The wood of Alaska cedar is strong and resists rotting. Sometimes called yellow cedar, the wood is light yellow and turns brighter yellow when wet. The native people of Canada's west coast and Southeast Alaska made canoe paddles, bows, and many other tools and implements from Alaska cedar. Today it is used to make furniture, boats, window frames, shingles, and siding. You can find beautiful carvings of Alaska cedar in gift shops in Southeast Alaska.

Pollen cones

The scientific name of Alaska cedar is Callitropsis nootkatensis, formerly Chamaecyparis nootkatensis. The classification of this conifer has been the subject of much recent discussion and indecision among botanists. Other proposed genus names include Xanthocyparis, Cupressus and Hesperocyparis. The species name, nootkatensis, is derived from the name of the Nootka people of Vancouver Island. Oregon Flora shows Callitropsis nootkatensis as the name. Other common names include yellow cedar, Nootka cypress, yellow cypress, and Alaska cypress.

Note: Like the other cedars of the Pacific Northwest, Alaska cedar is not a true cedar. That is, its genus is not Cedrus, the genus of the true cedars from the Middle East and Himalayas. Some writers indicate this by writing the name as "Alaska-cedar."

More Info

Tuesday, June 9, 2020

Focus on Incense Cedar

My first encounter with incense cedar wasn’t a sighting. It was a smelling… of trees in Yosemite Valley below Yosemite Falls. Walking through the trees there, I noticed the pleasant aroma and asked a ranger what it was. He told me I was smelling incense cedar. With such an overpowering aromatic presence, this tree is well-named. These aromatic qualities have contributed to its wide use in cedar chests and closets. Its resistance to decay makes it a good choice for siding and other outdoor uses.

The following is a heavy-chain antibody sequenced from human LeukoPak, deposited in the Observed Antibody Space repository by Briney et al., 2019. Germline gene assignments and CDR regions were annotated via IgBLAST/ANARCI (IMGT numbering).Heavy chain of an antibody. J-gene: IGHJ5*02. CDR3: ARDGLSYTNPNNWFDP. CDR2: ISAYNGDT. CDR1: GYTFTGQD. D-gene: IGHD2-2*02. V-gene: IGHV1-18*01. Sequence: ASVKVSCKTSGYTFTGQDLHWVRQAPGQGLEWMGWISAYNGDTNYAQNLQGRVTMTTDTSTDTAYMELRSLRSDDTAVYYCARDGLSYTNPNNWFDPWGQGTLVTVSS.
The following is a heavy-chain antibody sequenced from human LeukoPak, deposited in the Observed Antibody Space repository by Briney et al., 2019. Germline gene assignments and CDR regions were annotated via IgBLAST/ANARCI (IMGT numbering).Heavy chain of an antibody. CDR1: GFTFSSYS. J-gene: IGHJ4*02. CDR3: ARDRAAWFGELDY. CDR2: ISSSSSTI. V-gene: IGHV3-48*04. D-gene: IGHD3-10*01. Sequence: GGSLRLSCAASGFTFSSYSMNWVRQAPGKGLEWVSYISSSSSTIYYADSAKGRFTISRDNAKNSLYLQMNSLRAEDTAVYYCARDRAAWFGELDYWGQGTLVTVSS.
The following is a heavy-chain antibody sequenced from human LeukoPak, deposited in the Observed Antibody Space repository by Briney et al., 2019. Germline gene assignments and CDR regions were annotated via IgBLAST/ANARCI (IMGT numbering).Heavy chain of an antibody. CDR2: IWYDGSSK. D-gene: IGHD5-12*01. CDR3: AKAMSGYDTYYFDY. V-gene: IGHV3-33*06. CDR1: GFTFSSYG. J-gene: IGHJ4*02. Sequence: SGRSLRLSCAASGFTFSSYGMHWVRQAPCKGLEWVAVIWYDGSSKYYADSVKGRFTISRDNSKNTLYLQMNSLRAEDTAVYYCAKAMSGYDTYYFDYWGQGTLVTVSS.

You may not realize it, but you have most certainly used small amounts of incense cedar. It has been the preferred wood for making pencils for many years. However, planting incense cedar as an ornamental is surely more noble than its use in pencils. Its slow growth and beauty make it a preferred landscaping tree. Incense cedar displays bright pollen cones in the fall. You often see them on branchlets in Christmas wreaths.

Leaves and pollen cones
Incense cedar has small, flat scale-like leaves forming overlapping, long, wedge-shaped joints. The leaves are often described as forming the shape of a wine glass, but beer drinkers would swear that they are shaped like a beer glass. This pattern, often outlined in white, is distinct to incense cedar. The foliage forms flat sprays that often have a vertical orientation, unlike western red cedar, which has drooping sprays with a horizontal orientation.

The reddish-brown bark looks similar to western red cedar, but it is deeply furrowed on large trees. The best way to identify incense cedar is by its unique cones if any are present. The differences that distinguish incense cedar leaves and bark from other cedars may be subtle, but incense cedar cones are unmistakably unique. They are shaped like a duck's bill, and when they mature, they open, looking like an open bill with its tongue sticking out.